Several states have enacted versions of a different variety of anti-indemnity statute, referred to as “any negligence” states. This type of anti-indemnity statute voids contract provisions that require indemnification for losses or damages arising out of the indemnitee’s negligence, whether sole or partial. Thus, this type of anti-indemnity statute would necessarily include “sole negligence” prohibitions.  In states that have “any negligence” anti-indemnity statutes, the indemnitee is more restricted from shifting the risk onto a non-negligent party than in “sole negligence” states.

Recent case law addressing anti-indemnity laws has highlighted some of the fine points in the statutes and public policies of the states. One current issue is whether the contract qualifies as a “construction contract” and thus is subject to the state’s anti-indemnity statute.  All of the states that have analyzed this issue recently have decided that the term “construction contract” in the anti-indemnity statutes should be interpreted broadly. Georgia courts, for example, have interpreted the anti-indemnity statute broadly to apply to assignment agreement transferring the maintenance and repair of a residential subdivision to the homeowners association. Likewise, New Mexico has interpreted the applicability of its anti-indemnity statute to encompass maintenance activities in improving a property and agreements for rental equipment to be used in construction activities.

Another recent trend involves the interplay between indemnity and insurance, and specifically those statutes which contain an “insurance savings” clause. These situations arise in states where the anti-indemnity statute expressly prohibits contractual provisions that require the indemnitor to indemnify the indemnitee for the indemnitee’s negligence, and also expressly state that the code section does not affect the validity of an insurance contract and/or any other agreement issued by an insurer. An example of an insurance savings clause is in the Alaska statute that states it does not affect the validity of insurance policies. The interplay between these two statutory provisions has not uniformly interpreted among the various jurisdictions. As one example in a coverage dispute, the Delaware Supreme Court found that despite the public policy against indemnification for someone else’s negligence, whether the indemnification is direct or indirect, the “insurance savings provision” is enforceable. The Delaware Supreme Court stated that insurance companies are sophisticated and should not be able to use the anti-indemnity statute as a shield to decline coverage after it is purchased.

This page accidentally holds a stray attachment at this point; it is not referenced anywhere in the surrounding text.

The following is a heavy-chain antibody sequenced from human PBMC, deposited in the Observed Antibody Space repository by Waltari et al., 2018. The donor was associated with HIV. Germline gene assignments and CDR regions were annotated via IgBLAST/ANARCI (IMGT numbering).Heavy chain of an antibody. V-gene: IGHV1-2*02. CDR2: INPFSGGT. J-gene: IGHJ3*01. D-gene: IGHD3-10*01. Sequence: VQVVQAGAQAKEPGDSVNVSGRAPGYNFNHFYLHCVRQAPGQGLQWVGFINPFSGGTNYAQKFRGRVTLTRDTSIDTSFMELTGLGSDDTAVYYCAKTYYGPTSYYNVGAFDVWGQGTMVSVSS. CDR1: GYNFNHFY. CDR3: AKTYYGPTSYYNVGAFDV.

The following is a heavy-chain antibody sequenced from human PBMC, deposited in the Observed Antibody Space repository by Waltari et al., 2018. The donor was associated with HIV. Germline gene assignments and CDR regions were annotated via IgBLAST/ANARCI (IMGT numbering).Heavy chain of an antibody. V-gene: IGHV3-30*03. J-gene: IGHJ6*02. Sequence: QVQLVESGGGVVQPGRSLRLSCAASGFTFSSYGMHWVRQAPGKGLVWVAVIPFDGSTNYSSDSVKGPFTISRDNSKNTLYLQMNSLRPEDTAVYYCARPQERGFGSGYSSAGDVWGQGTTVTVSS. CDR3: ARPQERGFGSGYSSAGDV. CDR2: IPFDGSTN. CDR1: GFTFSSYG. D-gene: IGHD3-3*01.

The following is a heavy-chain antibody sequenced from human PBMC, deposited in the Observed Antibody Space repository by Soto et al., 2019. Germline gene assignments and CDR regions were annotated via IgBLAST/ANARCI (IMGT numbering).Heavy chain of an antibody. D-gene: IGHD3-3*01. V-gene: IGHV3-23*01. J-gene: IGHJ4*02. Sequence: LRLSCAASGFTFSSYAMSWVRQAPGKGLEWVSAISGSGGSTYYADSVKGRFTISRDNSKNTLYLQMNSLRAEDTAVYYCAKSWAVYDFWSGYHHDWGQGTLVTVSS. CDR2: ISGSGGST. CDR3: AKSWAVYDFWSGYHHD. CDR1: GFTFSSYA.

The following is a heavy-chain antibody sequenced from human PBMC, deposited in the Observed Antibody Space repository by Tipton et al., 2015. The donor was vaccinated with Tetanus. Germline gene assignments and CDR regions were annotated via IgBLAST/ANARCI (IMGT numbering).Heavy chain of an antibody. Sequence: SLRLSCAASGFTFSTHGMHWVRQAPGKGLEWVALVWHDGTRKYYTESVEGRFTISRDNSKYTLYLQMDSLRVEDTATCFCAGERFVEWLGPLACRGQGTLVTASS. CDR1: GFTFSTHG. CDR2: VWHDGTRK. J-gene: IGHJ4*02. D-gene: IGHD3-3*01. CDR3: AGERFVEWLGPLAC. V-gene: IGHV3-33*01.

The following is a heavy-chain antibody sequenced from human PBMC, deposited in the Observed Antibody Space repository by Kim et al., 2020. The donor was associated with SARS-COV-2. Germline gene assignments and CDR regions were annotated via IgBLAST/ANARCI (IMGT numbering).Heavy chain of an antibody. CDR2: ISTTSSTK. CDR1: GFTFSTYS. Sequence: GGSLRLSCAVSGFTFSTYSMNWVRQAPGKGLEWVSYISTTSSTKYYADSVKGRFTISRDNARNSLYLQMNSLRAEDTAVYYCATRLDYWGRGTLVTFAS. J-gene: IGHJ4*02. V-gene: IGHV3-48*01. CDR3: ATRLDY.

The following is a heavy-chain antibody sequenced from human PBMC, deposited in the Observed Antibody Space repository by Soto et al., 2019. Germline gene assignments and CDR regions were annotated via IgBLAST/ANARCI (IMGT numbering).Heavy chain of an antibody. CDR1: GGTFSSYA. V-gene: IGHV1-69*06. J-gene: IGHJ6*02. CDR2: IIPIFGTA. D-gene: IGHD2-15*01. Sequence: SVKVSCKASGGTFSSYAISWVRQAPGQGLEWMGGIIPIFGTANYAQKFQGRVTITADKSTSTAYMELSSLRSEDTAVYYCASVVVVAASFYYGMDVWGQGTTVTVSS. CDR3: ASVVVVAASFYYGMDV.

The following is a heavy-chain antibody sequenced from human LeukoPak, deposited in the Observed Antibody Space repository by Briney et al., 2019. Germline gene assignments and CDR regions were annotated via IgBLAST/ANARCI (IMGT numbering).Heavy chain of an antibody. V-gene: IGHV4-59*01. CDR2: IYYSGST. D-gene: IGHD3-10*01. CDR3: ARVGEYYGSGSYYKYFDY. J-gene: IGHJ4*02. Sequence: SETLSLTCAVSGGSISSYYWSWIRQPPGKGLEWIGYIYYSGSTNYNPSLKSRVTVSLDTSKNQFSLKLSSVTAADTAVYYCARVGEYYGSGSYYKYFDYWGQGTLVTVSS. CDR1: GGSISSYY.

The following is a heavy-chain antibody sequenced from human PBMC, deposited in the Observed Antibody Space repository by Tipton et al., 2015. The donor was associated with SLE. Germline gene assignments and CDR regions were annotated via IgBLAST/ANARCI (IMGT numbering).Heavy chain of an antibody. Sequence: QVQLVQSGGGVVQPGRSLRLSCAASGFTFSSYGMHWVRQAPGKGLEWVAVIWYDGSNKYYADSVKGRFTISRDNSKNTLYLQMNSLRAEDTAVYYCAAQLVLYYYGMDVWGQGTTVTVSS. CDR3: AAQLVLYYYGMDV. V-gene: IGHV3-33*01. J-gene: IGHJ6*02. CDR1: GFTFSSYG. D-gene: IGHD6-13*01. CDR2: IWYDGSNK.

Some states are statutorily silent with respect to the validity of indemnity agreements in construction contracts, but their courts recently have addressed the issue. For example, the Nevada Supreme Court recently found that a party can be contractually required to indemnify another for the indemnitee’s negligence, but only if the contract for indemnity contains “an express or explicit reference to the indemnitee’s own negligence.” Thus, a general statement requiring the indemnitor to indemnify the indemnitee for “any and all claims” is not sufficient in Nevada.

In summary, if a loss arises and any applicable contract contains an indemnification clause, it is imperative for construction contractors and designers, as well as their claims adjusters and attorneys, to carefully review governing statutes and court opinions in order to determine whether the indemnification clause is enforceable, and if so, to establish the types of claims and damages to which the clause may apply.

This article is excerpted from materials for a Defense Research Institute seminar presented in Phoenix, AZ, in September of 2012. For a copy of the complete article, including a chart of various statutes, click here.